Iowa Insurance Division Iowa State University Extension Investor Protection Trust

Home

Investing for a Child's or Grandchild's College

Radio Transcript, 2 minutes 55 seconds, for use during week of March 10.

Description: Penny and Susan discuss investing for college

Announcer: Invest Wisely comes to you from Iowa State University Extension through a grant from the Investor Protection trust, providing investor education on the web at: investorprotection.org.

Susan: Penny, one of my goals is helping my granddaughter pay for college. 

Penny: That’s a good goal, Susan.  How old is your granddaughter now?

Susan: She’s just turned 6. 

Penny: The younger your granddaughter is and, thus, the farther from college, the more risk you can take in your investments.  At this stage, with college still over ten years away, you might consider investing money in stock and stock mutual funds.

Susan: Aren’t stocks going down right now?

Penny: You can expect that the stock market will decrease some years, like it’s doing now, but historically stocks have earned more than other investment categories so it can be a good investment depending on your goals and your timeline.

Susan: As my granddaughter gets older and it’s closer to the time she’ll actually attend college, what kinds of changes should I make to my investments?

Penny: When you have fewer than five years until your granddaughter will be making her first tuition payment, you’ll want to reduce your risk by gradually moving your money from stocks to less-risky investments.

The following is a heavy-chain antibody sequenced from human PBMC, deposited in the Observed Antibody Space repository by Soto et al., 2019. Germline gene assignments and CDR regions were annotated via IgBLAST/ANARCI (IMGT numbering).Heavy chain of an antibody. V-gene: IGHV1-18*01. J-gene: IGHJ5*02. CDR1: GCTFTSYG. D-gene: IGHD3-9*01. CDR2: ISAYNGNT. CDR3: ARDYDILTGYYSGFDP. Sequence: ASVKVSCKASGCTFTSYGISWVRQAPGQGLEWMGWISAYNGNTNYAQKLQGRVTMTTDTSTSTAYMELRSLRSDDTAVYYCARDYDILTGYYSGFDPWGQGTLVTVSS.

Susan: So the next few years, I should include stocks or stock mutual funds as I save toward my granddaughter’s college tuition. 

Penny: Then, as your granddaughter enters her teens, you should begin shifting over to bonds, certificates of deposit, or money market accounts.

Susan: In addition to thinking about where to invest, should I also be thinking about taxes on the earnings from these investments?

Penny: There are custodial accounts, known as Uniform Transfers to Minors Act or Uniform Gifts to Minors Acts accounts, where you would invest in your granddaughter’s name.  There are also Coverdell Education Savings Accounts and 529 savings plans, which are offered by most states.  Each of these have advantages for you and your granddaughter and can impact the taxes you pay.

Susan: Thank you, Penny.  I’m going to take a look at my current investments and see what adjustments I can make toward this goal.  I’d like to come back and visit with you in more detail about the Uniform Gifts to Minors accounts, Coverdell  accounts, and 529 savings plans, particularly about their tax implications.
Penny: That sounds great, Susan.  And remember, for more information visit the ISU Extension website at extension.iastate.edu and look for ‘Invest Wisely.’

 

  Investor
         
         

Updated March 10, 2008